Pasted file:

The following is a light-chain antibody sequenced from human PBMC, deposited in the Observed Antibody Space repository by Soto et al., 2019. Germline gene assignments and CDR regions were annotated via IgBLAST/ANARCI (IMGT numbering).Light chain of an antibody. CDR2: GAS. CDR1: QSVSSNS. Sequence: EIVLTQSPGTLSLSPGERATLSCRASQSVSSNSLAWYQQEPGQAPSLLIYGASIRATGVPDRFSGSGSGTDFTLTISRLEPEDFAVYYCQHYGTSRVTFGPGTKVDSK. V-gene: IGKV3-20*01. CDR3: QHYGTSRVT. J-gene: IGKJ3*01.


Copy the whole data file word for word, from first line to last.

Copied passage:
The following is a light-chain antibody sequenced from human PBMC, deposited in the Observed Antibody Space repository by Soto et al., 2019. Germline gene assignments and CDR regions were annotated via IgBLAST/ANARCI (IMGT numbering).Light chain of an antibody. CDR2: GAS. CDR1: QSVSSNS. Sequence: EIVLTQSPGTLSLSPGERATLSCRASQSVSSNSLAWYQQEPGQAPSLLIYGASIRATGVPDRFSGSGSGTDFTLTISRLEPEDFAVYYCQHYGTSRVTFGPGTKVDSK. V-gene: IGKV3-20*01. CDR3: QHYGTSRVT. J-gene: IGKJ3*01.